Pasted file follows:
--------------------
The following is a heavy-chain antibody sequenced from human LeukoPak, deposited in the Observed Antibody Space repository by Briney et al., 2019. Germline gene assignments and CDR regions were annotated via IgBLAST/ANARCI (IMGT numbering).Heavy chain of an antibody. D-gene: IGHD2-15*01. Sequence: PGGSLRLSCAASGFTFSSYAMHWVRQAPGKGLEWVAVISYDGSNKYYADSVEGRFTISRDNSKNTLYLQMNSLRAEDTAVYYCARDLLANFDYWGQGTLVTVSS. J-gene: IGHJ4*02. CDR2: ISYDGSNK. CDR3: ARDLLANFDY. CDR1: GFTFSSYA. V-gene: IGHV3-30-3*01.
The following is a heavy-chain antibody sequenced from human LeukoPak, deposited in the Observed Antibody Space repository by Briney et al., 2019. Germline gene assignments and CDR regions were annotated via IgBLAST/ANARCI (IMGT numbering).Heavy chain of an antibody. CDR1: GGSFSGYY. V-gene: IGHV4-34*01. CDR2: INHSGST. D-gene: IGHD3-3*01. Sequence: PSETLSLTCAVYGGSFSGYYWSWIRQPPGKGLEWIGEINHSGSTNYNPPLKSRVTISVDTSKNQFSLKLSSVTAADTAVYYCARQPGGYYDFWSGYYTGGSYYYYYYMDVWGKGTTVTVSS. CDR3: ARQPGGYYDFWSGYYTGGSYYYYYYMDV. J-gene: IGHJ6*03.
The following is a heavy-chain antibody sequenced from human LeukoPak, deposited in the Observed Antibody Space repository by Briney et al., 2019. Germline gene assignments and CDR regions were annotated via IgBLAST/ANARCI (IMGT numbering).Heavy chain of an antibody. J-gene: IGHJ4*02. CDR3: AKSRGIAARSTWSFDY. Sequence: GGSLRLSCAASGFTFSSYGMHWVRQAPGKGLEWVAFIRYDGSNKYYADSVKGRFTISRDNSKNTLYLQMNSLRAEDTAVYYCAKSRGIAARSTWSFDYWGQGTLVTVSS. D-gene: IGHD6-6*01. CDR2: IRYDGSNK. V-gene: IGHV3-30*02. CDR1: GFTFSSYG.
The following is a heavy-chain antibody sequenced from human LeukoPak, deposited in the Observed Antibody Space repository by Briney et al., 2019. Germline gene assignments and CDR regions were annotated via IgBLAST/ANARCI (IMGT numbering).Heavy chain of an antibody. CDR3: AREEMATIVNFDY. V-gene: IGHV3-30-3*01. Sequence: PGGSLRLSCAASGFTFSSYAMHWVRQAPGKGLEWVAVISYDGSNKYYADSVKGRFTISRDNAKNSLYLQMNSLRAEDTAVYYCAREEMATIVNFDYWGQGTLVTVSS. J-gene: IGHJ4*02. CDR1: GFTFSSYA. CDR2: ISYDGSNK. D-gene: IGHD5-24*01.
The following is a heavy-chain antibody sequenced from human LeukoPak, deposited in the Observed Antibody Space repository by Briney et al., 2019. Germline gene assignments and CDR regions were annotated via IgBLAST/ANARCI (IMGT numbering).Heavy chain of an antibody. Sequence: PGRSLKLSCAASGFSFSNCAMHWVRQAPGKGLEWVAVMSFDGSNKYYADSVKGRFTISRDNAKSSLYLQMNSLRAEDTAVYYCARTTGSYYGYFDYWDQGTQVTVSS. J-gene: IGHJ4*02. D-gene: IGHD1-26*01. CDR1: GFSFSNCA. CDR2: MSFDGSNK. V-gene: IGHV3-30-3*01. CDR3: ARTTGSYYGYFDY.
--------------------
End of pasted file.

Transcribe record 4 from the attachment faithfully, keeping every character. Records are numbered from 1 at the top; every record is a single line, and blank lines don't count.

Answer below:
The following is a heavy-chain antibody sequenced from human LeukoPak, deposited in the Observed Antibody Space repository by Briney et al., 2019. Germline gene assignments and CDR regions were annotated via IgBLAST/ANARCI (IMGT numbering).Heavy chain of an antibody. CDR3: AREEMATIVNFDY. V-gene: IGHV3-30-3*01. Sequence: PGGSLRLSCAASGFTFSSYAMHWVRQAPGKGLEWVAVISYDGSNKYYADSVKGRFTISRDNAKNSLYLQMNSLRAEDTAVYYCAREEMATIVNFDYWGQGTLVTVSS. J-gene: IGHJ4*02. CDR1: GFTFSSYA. CDR2: ISYDGSNK. D-gene: IGHD5-24*01.